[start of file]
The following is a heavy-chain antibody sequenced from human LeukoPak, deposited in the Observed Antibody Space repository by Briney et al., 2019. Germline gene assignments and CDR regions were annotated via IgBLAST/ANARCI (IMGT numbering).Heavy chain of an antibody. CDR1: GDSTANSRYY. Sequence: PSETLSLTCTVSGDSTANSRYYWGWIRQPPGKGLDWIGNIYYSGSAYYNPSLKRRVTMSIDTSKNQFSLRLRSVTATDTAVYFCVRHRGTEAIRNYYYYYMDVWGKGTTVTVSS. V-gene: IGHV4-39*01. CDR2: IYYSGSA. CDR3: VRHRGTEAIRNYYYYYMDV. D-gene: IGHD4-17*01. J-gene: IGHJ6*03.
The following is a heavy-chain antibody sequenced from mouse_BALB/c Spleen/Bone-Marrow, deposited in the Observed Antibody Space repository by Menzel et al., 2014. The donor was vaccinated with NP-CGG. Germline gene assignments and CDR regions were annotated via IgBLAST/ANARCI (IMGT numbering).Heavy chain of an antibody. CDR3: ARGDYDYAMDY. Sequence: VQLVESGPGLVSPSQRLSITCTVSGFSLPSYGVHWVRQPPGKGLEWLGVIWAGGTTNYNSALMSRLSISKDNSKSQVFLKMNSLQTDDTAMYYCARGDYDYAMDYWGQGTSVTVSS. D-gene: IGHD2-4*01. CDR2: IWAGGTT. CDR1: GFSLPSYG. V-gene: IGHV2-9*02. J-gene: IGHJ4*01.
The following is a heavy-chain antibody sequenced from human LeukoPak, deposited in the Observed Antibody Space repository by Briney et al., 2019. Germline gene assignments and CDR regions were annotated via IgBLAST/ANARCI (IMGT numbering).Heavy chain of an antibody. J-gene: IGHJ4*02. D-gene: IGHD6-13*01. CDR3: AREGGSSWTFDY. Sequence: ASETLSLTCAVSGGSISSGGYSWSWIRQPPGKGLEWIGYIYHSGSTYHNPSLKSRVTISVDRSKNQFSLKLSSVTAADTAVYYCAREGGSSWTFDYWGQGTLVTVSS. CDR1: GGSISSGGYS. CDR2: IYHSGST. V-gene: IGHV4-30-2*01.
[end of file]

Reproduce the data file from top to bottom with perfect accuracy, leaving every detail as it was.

The following is a heavy-chain antibody sequenced from human LeukoPak, deposited in the Observed Antibody Space repository by Briney et al., 2019. Germline gene assignments and CDR regions were annotated via IgBLAST/ANARCI (IMGT numbering).Heavy chain of an antibody. CDR1: GDSTANSRYY. Sequence: PSETLSLTCTVSGDSTANSRYYWGWIRQPPGKGLDWIGNIYYSGSAYYNPSLKRRVTMSIDTSKNQFSLRLRSVTATDTAVYFCVRHRGTEAIRNYYYYYMDVWGKGTTVTVSS. V-gene: IGHV4-39*01. CDR2: IYYSGSA. CDR3: VRHRGTEAIRNYYYYYMDV. D-gene: IGHD4-17*01. J-gene: IGHJ6*03.
The following is a heavy-chain antibody sequenced from mouse_BALB/c Spleen/Bone-Marrow, deposited in the Observed Antibody Space repository by Menzel et al., 2014. The donor was vaccinated with NP-CGG. Germline gene assignments and CDR regions were annotated via IgBLAST/ANARCI (IMGT numbering).Heavy chain of an antibody. CDR3: ARGDYDYAMDY. Sequence: VQLVESGPGLVSPSQRLSITCTVSGFSLPSYGVHWVRQPPGKGLEWLGVIWAGGTTNYNSALMSRLSISKDNSKSQVFLKMNSLQTDDTAMYYCARGDYDYAMDYWGQGTSVTVSS. D-gene: IGHD2-4*01. CDR2: IWAGGTT. CDR1: GFSLPSYG. V-gene: IGHV2-9*02. J-gene: IGHJ4*01.
The following is a heavy-chain antibody sequenced from human LeukoPak, deposited in the Observed Antibody Space repository by Briney et al., 2019. Germline gene assignments and CDR regions were annotated via IgBLAST/ANARCI (IMGT numbering).Heavy chain of an antibody. J-gene: IGHJ4*02. D-gene: IGHD6-13*01. CDR3: AREGGSSWTFDY. Sequence: ASETLSLTCAVSGGSISSGGYSWSWIRQPPGKGLEWIGYIYHSGSTYHNPSLKSRVTISVDRSKNQFSLKLSSVTAADTAVYYCAREGGSSWTFDYWGQGTLVTVSS. CDR1: GGSISSGGYS. CDR2: IYHSGST. V-gene: IGHV4-30-2*01.